Discussion

Samba speed incredibly slow

16 15525
tkaiser  
There exists a simple rule: Test network throughput and local storage throughput individually (I prefer iperf and iozone for that) and you immediately get a clue what's going wrong. When you always just do combined network/storage stuff you will be fooled even by caches/buffers on different layers of the ISO/OSI stack.

shadoom  
tkaiser replied at Thu Jan 1, 2015 06:16
There exists a simple rule: Test network throughput and local storage throughput individually (I pre ...

what settings/options do you recommend for iozone and iperf?
I tried iozone for a bit with the results:
  1. iozone -R -t 2 -s 20m -+u -b kingstonEXT3.xls -F /mnt/usb/ext3.1 /mnt/usb/ext3.2                
  2. Throughput report Y-axis is type of test X-axis is number of processes               
  3. Record size = 4 Kbytes               
  4. Output is in Kbytes/sec               
  5.   Initial write                 197110,0078
  6.         Rewrite                 201121,6914
  7.            Read                 821597,4375
  8.         Re-read                 819115
  9.    Reverse Read                 729601,9063
  10.     Stride read                 730685,2188
  11.     Random read                 714662,4063
  12. Mixed workload                 320752,0625
  13.    Random write                 206635,2266
  14.          Pwrite                 82938,18359
  15.           Pread                 689320,5
  16.          Fwrite                 204164,1406
  17.           Fread                 741386,1563
  18. CPU utilization report Y-axis is type of test X-axis is number of processes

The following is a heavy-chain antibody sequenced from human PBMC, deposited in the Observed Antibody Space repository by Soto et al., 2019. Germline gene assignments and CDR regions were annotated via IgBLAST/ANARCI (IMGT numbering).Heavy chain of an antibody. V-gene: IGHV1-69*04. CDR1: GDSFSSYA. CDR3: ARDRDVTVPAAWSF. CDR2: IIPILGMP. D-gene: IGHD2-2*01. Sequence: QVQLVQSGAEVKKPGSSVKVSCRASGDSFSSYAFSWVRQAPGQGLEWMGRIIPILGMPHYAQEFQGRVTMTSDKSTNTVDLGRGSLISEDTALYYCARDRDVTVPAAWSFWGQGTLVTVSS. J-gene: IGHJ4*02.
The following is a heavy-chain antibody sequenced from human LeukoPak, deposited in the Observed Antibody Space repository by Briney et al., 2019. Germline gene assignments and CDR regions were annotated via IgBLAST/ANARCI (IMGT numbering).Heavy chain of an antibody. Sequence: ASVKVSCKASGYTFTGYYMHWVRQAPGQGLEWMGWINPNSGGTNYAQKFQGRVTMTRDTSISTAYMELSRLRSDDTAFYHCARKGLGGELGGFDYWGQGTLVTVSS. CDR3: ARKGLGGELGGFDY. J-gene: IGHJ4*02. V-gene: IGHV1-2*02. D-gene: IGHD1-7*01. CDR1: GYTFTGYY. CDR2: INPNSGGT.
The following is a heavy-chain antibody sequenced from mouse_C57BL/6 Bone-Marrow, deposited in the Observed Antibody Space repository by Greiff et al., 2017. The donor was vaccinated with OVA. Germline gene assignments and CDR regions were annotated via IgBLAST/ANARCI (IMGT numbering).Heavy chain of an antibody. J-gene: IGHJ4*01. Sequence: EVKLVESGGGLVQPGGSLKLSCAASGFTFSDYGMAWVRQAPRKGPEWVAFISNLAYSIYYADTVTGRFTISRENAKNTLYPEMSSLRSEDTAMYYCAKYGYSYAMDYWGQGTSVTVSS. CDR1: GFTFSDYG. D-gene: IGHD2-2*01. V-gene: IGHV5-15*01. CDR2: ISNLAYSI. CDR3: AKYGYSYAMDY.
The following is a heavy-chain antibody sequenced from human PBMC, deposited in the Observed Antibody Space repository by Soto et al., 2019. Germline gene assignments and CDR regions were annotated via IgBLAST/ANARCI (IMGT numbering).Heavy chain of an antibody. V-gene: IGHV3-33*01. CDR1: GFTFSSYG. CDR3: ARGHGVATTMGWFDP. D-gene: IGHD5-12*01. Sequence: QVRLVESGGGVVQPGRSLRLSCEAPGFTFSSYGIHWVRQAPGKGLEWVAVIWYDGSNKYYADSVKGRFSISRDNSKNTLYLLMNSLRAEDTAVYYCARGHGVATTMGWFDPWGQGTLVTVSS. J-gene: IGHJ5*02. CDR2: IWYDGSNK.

19. Record size = 4 Kbytes               
  20. Output is in CPU%               
  21.   Initial write                 128,236908
  22.         Rewrite                 134,5496826
  23.            Read                 164,740921
  24.         Re-read                 165,0098877
  25.    Reverse Read                 180,7469025
  26.     Stride read                 180,502655
  27.     Random read                 200
  28. Mixed workload                 137,352356
  29.    Random write                 135,5960541
  30.          Pwrite                 133,5482941
  31.           Pread                 177,6299133
  32.          Fwrite                 121,2149734
  33.           Fread                 167,2436676
Copy the Code
Those numbers seem to be off for a USB2 stick, dont they?

tkaiser  
I would use at least twice the size as the amount of RAM. To measure sequential write/read chdir into the specific directory and do
  1. iozone -a -g 2000m -s 2000m -i 0 -i 1 -r 4|32|512|16384K
Copy the Code
(you would have to use the different record sizes individually so start with "-r 4K" and increasing the record size afterwards)

shadoom  
I tried 2000m a couple of times instead of 1000m but it had the same results so I went for 1000m as waiting 30 minutes was a pain.

  1. Kingston USB2 EXT4

  2.         Command line used: iozone -a -g 1000m -s 1000m -i 0 -i 1 -r 4
  3.               KB  reclen   write rewrite    read    reread    read   write    read  rewrite     read   fwrite frewrite   fread  freread
  4.          1024000       4    5119    4877    26005    26321

  5.         Command line used: iozone -a -g 1000m -s 1000m -i 0 -i 1 -r 32K
  6.               KB  reclen   write rewrite    read    reread    read   write    read  rewrite     read   fwrite frewrite   fread  freread